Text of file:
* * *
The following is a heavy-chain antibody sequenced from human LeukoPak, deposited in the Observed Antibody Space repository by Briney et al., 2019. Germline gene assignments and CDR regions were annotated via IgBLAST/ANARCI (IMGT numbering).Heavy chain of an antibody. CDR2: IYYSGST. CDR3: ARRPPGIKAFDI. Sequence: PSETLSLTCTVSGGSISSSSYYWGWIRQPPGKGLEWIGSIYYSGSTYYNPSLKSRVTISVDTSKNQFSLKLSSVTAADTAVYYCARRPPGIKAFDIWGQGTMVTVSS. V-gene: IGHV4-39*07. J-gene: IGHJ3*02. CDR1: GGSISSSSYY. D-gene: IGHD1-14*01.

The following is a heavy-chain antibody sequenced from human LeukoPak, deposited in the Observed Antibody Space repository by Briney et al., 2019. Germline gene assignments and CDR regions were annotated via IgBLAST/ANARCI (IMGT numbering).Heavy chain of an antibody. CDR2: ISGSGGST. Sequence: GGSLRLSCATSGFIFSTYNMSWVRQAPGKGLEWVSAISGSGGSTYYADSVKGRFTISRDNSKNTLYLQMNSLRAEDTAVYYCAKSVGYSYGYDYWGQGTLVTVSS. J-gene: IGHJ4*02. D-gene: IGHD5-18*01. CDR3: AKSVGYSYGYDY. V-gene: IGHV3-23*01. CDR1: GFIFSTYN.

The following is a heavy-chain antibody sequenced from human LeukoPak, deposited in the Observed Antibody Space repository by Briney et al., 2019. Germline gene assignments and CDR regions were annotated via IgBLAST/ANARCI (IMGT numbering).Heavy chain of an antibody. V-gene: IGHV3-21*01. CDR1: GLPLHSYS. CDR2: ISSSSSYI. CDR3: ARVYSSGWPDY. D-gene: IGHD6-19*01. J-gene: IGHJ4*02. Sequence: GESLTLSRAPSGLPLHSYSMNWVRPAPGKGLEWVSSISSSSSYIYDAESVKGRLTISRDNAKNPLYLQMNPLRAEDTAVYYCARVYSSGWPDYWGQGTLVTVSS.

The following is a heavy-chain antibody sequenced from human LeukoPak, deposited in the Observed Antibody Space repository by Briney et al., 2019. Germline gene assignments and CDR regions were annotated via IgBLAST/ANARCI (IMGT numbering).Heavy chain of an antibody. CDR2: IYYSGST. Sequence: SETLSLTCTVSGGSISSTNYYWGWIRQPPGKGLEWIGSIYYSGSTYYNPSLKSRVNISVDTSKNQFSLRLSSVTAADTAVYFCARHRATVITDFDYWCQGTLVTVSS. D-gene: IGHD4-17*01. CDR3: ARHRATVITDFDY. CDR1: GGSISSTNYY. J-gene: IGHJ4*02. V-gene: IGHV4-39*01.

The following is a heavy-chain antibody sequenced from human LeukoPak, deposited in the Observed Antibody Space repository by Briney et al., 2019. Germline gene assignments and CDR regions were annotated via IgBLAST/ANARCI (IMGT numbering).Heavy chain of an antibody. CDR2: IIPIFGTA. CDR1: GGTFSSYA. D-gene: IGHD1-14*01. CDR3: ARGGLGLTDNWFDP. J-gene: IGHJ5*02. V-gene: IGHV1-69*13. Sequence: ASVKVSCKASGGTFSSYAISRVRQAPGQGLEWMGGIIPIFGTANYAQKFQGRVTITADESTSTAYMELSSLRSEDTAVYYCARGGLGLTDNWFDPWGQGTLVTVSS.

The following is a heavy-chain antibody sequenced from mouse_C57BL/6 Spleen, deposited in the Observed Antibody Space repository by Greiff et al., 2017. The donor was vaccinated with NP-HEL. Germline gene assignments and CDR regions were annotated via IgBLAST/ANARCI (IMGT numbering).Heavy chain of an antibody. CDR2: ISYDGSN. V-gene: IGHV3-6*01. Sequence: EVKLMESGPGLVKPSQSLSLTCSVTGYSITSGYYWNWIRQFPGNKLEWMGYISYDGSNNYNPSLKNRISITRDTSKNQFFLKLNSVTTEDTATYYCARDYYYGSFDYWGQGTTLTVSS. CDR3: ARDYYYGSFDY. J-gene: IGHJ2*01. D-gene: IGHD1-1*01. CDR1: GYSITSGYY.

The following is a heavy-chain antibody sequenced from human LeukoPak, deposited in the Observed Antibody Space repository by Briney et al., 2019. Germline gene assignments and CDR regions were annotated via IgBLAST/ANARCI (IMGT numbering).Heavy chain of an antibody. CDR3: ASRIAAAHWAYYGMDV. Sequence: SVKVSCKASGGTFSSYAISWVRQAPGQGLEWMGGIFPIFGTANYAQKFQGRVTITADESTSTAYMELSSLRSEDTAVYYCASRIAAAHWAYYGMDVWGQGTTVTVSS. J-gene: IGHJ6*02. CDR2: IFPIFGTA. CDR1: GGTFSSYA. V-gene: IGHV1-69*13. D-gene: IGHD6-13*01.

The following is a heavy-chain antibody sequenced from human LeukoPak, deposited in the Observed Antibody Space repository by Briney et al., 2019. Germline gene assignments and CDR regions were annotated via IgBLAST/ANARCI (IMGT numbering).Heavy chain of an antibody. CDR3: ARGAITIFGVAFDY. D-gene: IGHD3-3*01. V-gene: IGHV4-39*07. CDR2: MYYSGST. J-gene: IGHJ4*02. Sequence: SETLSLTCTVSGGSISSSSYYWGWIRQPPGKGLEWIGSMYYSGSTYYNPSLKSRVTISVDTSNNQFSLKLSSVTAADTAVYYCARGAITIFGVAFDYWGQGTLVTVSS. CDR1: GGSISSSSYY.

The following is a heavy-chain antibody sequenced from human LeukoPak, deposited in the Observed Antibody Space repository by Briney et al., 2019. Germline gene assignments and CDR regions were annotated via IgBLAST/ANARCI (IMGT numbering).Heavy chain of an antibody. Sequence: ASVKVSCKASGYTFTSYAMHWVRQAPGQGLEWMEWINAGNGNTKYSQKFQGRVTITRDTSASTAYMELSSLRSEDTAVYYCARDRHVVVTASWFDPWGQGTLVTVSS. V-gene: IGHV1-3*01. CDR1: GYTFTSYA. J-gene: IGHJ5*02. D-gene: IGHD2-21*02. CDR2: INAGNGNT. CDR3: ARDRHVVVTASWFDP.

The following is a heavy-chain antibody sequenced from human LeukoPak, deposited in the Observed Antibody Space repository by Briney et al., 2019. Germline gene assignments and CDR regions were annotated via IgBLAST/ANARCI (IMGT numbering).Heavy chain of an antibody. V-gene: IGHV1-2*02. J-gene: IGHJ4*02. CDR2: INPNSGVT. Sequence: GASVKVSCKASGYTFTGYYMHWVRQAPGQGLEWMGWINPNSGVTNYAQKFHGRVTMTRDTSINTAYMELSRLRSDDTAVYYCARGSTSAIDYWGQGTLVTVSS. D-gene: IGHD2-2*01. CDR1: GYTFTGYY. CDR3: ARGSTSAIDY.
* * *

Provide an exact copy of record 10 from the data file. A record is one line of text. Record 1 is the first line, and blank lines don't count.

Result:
The following is a heavy-chain antibody sequenced from human LeukoPak, deposited in the Observed Antibody Space repository by Briney et al., 2019. Germline gene assignments and CDR regions were annotated via IgBLAST/ANARCI (IMGT numbering).Heavy chain of an antibody. V-gene: IGHV1-2*02. J-gene: IGHJ4*02. CDR2: INPNSGVT. Sequence: GASVKVSCKASGYTFTGYYMHWVRQAPGQGLEWMGWINPNSGVTNYAQKFHGRVTMTRDTSINTAYMELSRLRSDDTAVYYCARGSTSAIDYWGQGTLVTVSS. D-gene: IGHD2-2*01. CDR1: GYTFTGYY. CDR3: ARGSTSAIDY.